Of course, even this is difficult to achieve. There is only so much time in the day (and there are no questions measuring conflict resolution ability on standardized tests!).

    But introducing conflict resolution concepts and skills to all students is possible.

    Does it make it any easier for coordinators of established mediation programs to turn away dozens of students who want to be trained as mediators for lack of space? Not really.

    Does it minimize my own regret that I can't enable every student to experience the sometimes life- changing impact of a high quality mediation training? Not really.

    During the final exercise of our peer mediation training, the now wide-eyed student mediators stand in a circle and offer closing comments. Typically this turns into a spontaneous celebration, with students expressing how important the training has been to them, appreciating each other, and noting in particular how comfortable they have come to feel with one another even though they are all so different.

    I have been through this drill hundreds of times, and it is always very satisfying.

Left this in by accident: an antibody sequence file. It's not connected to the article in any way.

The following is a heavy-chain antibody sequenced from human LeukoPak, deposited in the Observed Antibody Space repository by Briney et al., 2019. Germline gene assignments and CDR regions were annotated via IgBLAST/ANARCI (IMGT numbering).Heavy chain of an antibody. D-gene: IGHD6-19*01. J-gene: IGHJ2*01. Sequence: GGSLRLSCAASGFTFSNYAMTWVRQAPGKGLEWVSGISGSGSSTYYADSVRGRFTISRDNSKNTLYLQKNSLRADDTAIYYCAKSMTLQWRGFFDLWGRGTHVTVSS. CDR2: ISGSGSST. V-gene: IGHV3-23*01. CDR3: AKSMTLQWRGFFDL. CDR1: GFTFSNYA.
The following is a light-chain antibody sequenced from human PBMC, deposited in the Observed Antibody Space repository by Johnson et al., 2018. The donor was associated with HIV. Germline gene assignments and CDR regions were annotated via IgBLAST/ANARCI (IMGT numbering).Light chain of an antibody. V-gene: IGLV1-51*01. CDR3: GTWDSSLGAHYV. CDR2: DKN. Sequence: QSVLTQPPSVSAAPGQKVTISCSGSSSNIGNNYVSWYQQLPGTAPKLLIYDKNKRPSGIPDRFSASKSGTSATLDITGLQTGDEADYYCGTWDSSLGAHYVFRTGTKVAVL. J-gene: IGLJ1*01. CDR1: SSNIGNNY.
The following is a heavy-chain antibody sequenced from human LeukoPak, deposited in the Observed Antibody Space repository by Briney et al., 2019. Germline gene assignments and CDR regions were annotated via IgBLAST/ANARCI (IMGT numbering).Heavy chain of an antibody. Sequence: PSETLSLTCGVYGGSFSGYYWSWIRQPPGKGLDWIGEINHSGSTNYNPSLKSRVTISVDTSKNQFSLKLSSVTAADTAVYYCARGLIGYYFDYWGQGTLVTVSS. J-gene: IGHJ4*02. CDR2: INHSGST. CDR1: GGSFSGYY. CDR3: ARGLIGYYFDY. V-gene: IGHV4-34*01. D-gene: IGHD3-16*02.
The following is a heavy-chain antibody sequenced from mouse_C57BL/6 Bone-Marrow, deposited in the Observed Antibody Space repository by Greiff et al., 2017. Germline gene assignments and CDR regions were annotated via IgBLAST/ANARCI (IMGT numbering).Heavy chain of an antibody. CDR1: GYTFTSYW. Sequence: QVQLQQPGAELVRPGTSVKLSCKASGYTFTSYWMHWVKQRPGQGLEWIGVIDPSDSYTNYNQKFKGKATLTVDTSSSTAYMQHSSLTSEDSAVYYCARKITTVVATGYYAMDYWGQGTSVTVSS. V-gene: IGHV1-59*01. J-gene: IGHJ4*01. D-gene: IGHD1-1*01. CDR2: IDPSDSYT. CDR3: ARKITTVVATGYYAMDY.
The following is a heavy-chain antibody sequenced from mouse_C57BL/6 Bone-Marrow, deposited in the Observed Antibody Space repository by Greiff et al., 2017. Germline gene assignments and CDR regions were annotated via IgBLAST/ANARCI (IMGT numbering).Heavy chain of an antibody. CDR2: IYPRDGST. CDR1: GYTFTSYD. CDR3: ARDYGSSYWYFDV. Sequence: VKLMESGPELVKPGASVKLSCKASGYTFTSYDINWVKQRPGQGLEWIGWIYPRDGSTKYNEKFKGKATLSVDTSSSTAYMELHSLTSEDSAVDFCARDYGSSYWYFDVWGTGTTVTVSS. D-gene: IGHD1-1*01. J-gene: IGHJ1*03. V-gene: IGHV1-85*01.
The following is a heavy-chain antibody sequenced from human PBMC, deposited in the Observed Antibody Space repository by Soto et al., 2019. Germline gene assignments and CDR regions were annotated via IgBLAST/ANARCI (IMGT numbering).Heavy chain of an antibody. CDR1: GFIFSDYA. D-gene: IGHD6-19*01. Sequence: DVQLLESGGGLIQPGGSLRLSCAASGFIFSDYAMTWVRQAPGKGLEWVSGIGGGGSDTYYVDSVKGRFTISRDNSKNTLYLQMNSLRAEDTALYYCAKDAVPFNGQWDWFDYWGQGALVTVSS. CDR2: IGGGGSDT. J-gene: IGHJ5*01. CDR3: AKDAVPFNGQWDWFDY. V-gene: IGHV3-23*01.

During these moments, however, I often think of all of the other students in the building. Any one of them, were they lucky enough to be part of the training, would likely be standing there saying (and experiencing) the same thing.

    It makes these supremely sweet moments just a little sad.

    I don't know any way around this. Do you?

    Share your thoughts...

  • Responses

  • A couple of noteworthy responses we received after the last issue:

    Hi Richard,

    I agree with you completely about the confidentiality requirement for parties. I think it is a decision that the parties can make on their own.

    I would go even further than a request, and ask parties what they want to do about talking outside the room.

    I just sent your old issue on spirituality in mediation to a group of transformative mediators and it hit a chord with them.

    Sally Ganong Pope, Fellow,
    Institute for the Study of Conflict Transformation

    It is inspiring to read the mediation newsletter. It is also something that I use to show my mediators that they are not the only students in the country choosing to follow the violence-free path.

    Please keep up the good work. Again thank you.

    Famatta T. Massalay
    IS. 119
    Queens, New York

  • About Us
  • For twenty-one years, School Mediation Associates has been devoted to the application and promotion of mediation in schools. SMA's mission is to transform schools into safer, more caring, and more effective institutions. Our books and training programs have been utilized by tens of thousands of people around the world.

    Call us: 617-926-0994
    Email us:
    Web us:
    Post us: 134w Standish Road,
    Watertown, MA 02472 USA